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Clinical Research: More Than Words

Art and science are often positioned as opposites, with scientific illustration at the intersection. However, visuals contribute greatly to scientific communication, allowing complex ideas or theories to be presented clearly and in an accessible way. Whether it’s a flyer in the doctor’s office, a poster at a conference or a research paper – the communication of clinical studies research requires more than just words.

For many years, researchers have used both text and images to communicate their findings. Perhaps the earliest documentation of scientific drawing comes from fifteen thousand years ago, in the form of a cave drawing of a mammoth with a smudge over its heart. It has been hypothesized that this was to help guide early hunters to where the mammoth’s heart was located for when hunting.

Greek physician Herophilus later pioneered illustration as a technical tool, as he dissected and drew his subjects to gain a better understanding of human anatomy. In the 16th Century, Leonardo Da Vinci illustrated the human heart, to show that it had four chambers and to communicate this observation on how the aortic valve opens and closes, so blood can only flow in one direction. Fast forward to today and visuals have become fundamental to the communication of clinical research, both peer-to-peer, in education and with the wider public. So why is that, and what is best practice when doing so?

As humans, we are visual by nature. The human brain processes images 60,000 times faster than text, and 90 per cent of information transmitted to the brain is visual. Visuals provide a way of breaking down medical phenomena in a way that allows us to enhance data processing and organisational effectiveness.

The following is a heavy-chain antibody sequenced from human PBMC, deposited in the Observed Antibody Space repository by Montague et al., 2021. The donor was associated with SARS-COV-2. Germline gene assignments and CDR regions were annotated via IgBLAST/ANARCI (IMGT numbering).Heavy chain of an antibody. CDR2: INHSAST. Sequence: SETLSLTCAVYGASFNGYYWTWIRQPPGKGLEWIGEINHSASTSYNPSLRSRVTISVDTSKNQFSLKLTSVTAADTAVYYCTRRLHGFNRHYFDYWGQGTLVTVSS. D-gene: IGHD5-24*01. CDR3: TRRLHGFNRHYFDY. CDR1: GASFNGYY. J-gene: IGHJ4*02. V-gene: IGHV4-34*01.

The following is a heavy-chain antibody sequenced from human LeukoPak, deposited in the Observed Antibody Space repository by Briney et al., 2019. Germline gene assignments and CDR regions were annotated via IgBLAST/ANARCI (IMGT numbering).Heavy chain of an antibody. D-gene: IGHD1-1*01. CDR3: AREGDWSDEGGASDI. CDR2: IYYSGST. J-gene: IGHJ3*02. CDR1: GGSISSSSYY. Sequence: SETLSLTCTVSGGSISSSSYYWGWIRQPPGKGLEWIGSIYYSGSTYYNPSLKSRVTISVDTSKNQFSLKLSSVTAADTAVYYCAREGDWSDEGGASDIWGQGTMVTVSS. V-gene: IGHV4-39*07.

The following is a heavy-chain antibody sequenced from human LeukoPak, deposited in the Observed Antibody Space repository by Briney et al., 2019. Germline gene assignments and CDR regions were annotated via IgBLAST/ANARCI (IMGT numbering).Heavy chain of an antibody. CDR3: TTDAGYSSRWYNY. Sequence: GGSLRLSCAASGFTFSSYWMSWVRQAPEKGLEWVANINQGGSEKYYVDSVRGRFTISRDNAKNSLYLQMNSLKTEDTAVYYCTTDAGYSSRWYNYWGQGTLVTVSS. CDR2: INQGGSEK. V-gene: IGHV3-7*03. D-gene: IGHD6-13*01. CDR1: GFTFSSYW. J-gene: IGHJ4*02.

Communicating With Researchers

In clinical research papers, illustrations and infographics can simplify highly complex systems to make concepts easier to grasp. One option, which is growing in popularity, is visual abstracts. Often a single image, these help readers gain an overview of a research article in just a few minutes and usually contains the overall idea of experimental design, hypothesis and an indication of results. Visual abstracts enable fast screening of the information, while also stimulating further exploration of the research. According to a famous study published in The Economist “Graphic Details: the importance of diagrams to science”, having an infographic as a visual element in a paper increases citations by 120 per cent.

There are three main styles of visual abstract: diagram style (often used when molecular structures are involved), infographic style (preferred when you have images with high visual impact that need to be incorporated with text), and comic type (useful for communicating in magazines). The Cell Press Graphical Abstract Guidelines include examples of different styles of visual abstracts and gives insight into how to improve them.